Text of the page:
Archive for February, 2011

Live long and prosper?

February 26th, 2011

Somehow I don’t think Mr. Spock meant to say “Die old and make loads of money”.

And yet most dictionaries define “prosperity” in terms of rising profits. Politicians and the media seem to bombard us with the notion that aggressive economic growth is our main goal. Economic growth is certainly important in order to avoid stagnation but the popular emphasis seems to have been on an unhealthy type of prosperity, a prosperity that serves only to enable us into consume more.

That leads us in the consumption trap:

We live to work, we work to earn, we earn to consume.

I have friends who work in the retail business and their sales targets are never based on studies of the economic realities that might actually influence sales, such as footfall, or the disposable income of the local community, but on how much money the company directors decide they want to make (I’m convinced unrealistic sales targets are also used as a technique for making sure staff don’t qualify for a bonus).

Prosperity has almost come to be synonymous with greed, but the sad thing is that most people haven’t noticed.

How many people in Ireland bought a big house out in some new development, then spent four hours a day commuting to and from a job which paid them more money than they had ever earned before, only to spend it on things that have a very short life-span: TVs, Smartphones, clothes, 4x4s?

We don’t own out stuff. Our stuff owns us. It’s like a virus that takes over its host, forcing us to spend more time making more money to buy more stuff.

Last year I spent €600 on an iPhone 4. Not with credit. Not on any kind of monthly plan. I paid the full amount up front because I had it. When a colleague asked why I had bought it, I started to think about the functional characteristics of the device, but then I paused and remarked: “Because out of the past five months I have spent only four weekends at home.”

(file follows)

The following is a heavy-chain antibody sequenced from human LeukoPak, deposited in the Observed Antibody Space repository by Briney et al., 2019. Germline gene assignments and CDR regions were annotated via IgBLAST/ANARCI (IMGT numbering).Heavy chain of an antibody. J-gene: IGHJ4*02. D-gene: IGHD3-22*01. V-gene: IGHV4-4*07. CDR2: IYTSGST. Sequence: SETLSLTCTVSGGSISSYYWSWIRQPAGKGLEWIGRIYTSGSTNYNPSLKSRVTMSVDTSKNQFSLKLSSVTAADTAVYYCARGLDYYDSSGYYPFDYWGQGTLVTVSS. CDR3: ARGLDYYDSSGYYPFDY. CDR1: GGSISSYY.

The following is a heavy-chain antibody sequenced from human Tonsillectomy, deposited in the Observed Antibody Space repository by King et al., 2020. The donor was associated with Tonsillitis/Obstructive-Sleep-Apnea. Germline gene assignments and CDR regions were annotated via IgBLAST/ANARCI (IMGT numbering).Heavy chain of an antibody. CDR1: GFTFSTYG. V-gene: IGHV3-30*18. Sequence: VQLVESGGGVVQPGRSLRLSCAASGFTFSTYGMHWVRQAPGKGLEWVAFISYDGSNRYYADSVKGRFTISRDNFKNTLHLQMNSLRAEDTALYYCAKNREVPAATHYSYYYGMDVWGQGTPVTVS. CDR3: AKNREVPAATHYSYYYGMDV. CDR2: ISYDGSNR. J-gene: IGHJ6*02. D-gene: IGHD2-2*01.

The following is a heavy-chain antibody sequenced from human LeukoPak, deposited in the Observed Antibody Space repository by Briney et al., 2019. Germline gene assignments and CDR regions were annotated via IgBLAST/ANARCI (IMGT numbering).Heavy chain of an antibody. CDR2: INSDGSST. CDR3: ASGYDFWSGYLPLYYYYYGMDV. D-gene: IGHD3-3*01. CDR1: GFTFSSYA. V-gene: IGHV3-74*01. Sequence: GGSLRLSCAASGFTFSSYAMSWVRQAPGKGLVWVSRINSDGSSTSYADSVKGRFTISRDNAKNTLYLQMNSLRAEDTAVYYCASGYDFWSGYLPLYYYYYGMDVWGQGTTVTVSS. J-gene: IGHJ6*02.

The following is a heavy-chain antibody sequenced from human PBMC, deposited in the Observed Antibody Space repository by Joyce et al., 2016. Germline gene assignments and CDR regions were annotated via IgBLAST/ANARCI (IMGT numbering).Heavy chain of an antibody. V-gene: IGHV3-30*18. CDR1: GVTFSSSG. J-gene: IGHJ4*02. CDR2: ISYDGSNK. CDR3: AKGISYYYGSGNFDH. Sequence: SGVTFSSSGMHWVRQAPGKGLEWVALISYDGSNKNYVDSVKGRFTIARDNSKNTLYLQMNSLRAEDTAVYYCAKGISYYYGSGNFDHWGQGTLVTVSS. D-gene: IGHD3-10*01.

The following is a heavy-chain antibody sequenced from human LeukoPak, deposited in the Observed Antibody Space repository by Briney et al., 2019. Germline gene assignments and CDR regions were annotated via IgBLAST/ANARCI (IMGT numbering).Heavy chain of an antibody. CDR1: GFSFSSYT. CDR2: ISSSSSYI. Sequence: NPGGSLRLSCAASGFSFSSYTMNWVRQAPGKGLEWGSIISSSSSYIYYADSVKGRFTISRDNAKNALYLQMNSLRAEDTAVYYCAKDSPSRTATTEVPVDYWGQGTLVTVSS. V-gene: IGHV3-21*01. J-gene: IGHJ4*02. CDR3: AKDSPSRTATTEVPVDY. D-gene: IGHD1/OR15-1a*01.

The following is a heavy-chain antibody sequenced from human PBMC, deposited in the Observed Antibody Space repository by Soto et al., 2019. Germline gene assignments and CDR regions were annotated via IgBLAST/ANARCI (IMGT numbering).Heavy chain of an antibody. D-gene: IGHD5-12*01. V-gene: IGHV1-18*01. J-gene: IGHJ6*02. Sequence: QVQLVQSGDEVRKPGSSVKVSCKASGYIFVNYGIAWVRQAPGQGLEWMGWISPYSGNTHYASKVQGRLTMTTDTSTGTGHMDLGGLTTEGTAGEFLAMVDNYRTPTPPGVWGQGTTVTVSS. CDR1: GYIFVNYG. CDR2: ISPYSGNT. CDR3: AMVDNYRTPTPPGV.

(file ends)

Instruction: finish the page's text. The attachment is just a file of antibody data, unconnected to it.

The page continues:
How often we use our prosperity to buy us things to comfort us for the lack of quality of life that very same prosperity costs us.

What values have we been passing on to our children over the past fifteen years?
Greed is good?
You are entitled to stuff?
Economic success is what makes you a decent person?
And the one I hate the most, Burger King’s mantra: Have it your way.

Ireland’s deficit is not just an economic one.

What about the message that it’s better to spend less time earning money in order to spend more time with your family? There is something incredibly warming about the story of the couple who built a working “Angry Birds” birthday cake for their son’s birthday. It took hours to make and it was something the child could enjoy only for a few minutes. On the other hand, an XBox would have taken minutes to buy and the child could have played with it for years. Which would the boy remember fondly in years to come? Which would make him know that his parents truly loved him?

I like the Merriam-Webster definition of prosperity because it uses the phrase “economic well-being”, rather than “wealth” or “rising profits”.

I’m an a-theist, so when I use the word “soul”, I mean it figuratively, but I believe true “prosperity” has to have something for the soul and not just for the pocket.

Here is a lovely article in The Irish Times on the concept of “enough“.

Social networking experiment

February 17th, 2011

I am going to get someone to post the following text on Facebook. I am curious to see how far it goes.

Post this as your status if a family member, or someone close to you, suffers from being an arsehole. Being an arsehole is a debilitating and socially embarrassing afflication. Its effects go largely unnoticed by the afflicted, but it is believed that up to 60% of the population suffers from arseholery all of the time and 100% of the population some of the time. Let’s expose arseholes to the sunlight.

I am also curious to see if “arsehole” gets changed to “asshole”.

Musing #49

February 12th, 2011

Tolerate the tolerant.